Have you ever had one of those spur of the moment opportunities that you just can’t pass up? I mean something that you have no idea what is going to happen, but dang it you’re rock solid, dead set, no matter what, going to do it? That’s the way this amazing weekend came about for me.
I have a group conversation message on my phone with DBP. This is the way I usually talk about general business or everyday life with all of the DBP Administration. We share our lives with each other like family at a breakfast table. There is a mixture of everything, from what needs to be improved in the magazine, jokes, and video sharing, to personal issues like happy moments or someone in need. We are just one big extended family.
One week in October, we were just talking to each other, nothing important, when one of the messages turned my way. “Potter, bring your boat up north next weekend.”
I didn’t even ask at the moment, I simply said, “Can do. Let me tell my boss in the morning.”
The next morning I called the boss and told him that I have plans to stay up north next weekend. He asked, “Where at up north?”
I replied, “Chicago, so I can run the Libertyville or Stevenson Point load. I can make either one work.” Within minutes he and I had a plan in place for me to take a load to Stevens Point, Wisconsin on Friday and catch a return load back to Rensselaer, Indiana for Monday. His regular driver had asked for Friday off. Taking the Stevens Point load not only got me in position, but also helped him cover the load back to Rensselaer. Game on!
I finished out the week and dropped my regular load in Greeneville, Tennessee as usual. I had a trip planned for the French Broad section 9 on Sunday with two friends from Hickory, North Carolina, Wayne and DBP Admin Nate Cline. After leaving FB9 I headed home to pack for the next weekend. I washed all my gear and laid it on my front porch banister to dry and for quick access in the morning.
The temperature had not dropped in the south yet, so the next morning I packed what I felt like I needed for a light fall paddling. PFD, paddle, skirt, helmet, boat, kayak, and throw rope. I opted for a 3mm wetsuit instead of my drysuit and under layers. A short trip to my 18 wheeler, transferring all this highly important stuff from my car to my truck, and I was good to go. (Or so I thought…)
Strapping a Flying Squirrel to the cab of an 18 wheeler is not at all easy. I think I may have created a new foreign language before I was finished with strapping that beast down! Some of the verbalizations that I conjured up were certainly not reminiscent of anything in the English language. I slid that boat up and down in every possible position that I could think of before I was satisfied that I wasn’t going to damage my kayak. At least the next time I will know what needs to be done.
I drove all week while making plans with Chicago Mike (AKA Mike Joseph on Facebook, Editor-in-Chief of this fine publication) about what river we would paddle. I remembered that Mike had mentioned the Wolf River so I asked him about it. “Sure. If it’s in.” A few minutes later he messaged me back: “Potter, Wolf’s in. We’re going bro.”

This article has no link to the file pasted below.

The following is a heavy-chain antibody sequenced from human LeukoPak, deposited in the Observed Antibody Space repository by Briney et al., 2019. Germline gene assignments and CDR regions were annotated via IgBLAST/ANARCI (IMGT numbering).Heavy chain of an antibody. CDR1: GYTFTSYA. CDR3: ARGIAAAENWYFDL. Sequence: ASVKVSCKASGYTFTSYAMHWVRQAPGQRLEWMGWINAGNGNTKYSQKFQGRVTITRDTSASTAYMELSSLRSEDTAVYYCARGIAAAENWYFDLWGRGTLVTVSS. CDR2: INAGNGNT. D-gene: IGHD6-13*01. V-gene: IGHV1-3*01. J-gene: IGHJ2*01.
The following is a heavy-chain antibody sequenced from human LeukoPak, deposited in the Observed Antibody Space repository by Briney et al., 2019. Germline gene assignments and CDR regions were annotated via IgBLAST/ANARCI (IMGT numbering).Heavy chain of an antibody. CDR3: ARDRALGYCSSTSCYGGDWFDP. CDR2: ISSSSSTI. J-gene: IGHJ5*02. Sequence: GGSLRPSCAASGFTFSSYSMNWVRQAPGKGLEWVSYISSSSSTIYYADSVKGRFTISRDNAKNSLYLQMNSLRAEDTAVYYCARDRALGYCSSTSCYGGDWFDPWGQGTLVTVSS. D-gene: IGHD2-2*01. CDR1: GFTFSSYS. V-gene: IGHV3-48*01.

Now we had set plans. I was going to Stevens Point and the. try to make it to a truckstop on I-94 south of Milwaukee. Mike would pick me up on his journey north.
Saturday morning Mike arrived around 6am. We transfered my boat and gear to his infamous CRV (320k miles and charming hard!) and headed Up North for some Wolf and Peshtigo Rivers excitement! I was running on little sleep and a lot of caffeine.
We were the first of our crew to arrive at the takeout, Big Smokey Falls on the Wolf River. I could hear the falls flowing in the background. Mike and I took a walk across the bridge and through the woods to see what awaited us on the other side. I found myself standing at the bottom of Big Smokey with a full view of the entire rapid. It’s approximately 100 feet long from top to bottom. I scouted my line with nervous anticipation.
The top of the rapid opens on river right with an immediate left turn into two holes. It then descends into a 50 foot slide with a couple of curler waves coming from the left. It ends with a large rooster tail on the left side with an 8 foot drop into a still pool. This rapid looks like a blast as long as you don’t get rolled over by one of the holes or curlers. That slide with all the water pressure cascading down it looks as if it could shred skin from bone.
Mike and I walk back to his CRV and change start to change into our paddling gear. I realize that I am ill prepared for these weather conditions. With Tennessee being 80 degrees and Wisconsin at a mere 35 degrees, I had only packed thst thin wetsuit. I was freezing and shaking miserably. Mike took one long look at me and the real Mike Joseph comes out – both the good and the bad. “Is THAT all you brought to wear?!?”
“I didn’t know it was gonna be this cold. It’s warm down home!”
He dives into the depths of his car and started pulling extra gear from his box. “Don’t they have the Weather Channel down South? Here, put this on…” He started throwing stuff at me, hat, gloves, fleece, paddle jacket, wool socks, even a set of long underwear! I felt like a kid getting dressed for my first day at preschool. When he had finished I wasn’t exactly sure I could paddle. The Egyptians didn’t use this much material on a mummy! Mike is 6 ft 3 and I’m 5ft 6. There were some issues but I darn sure wasn’t cold.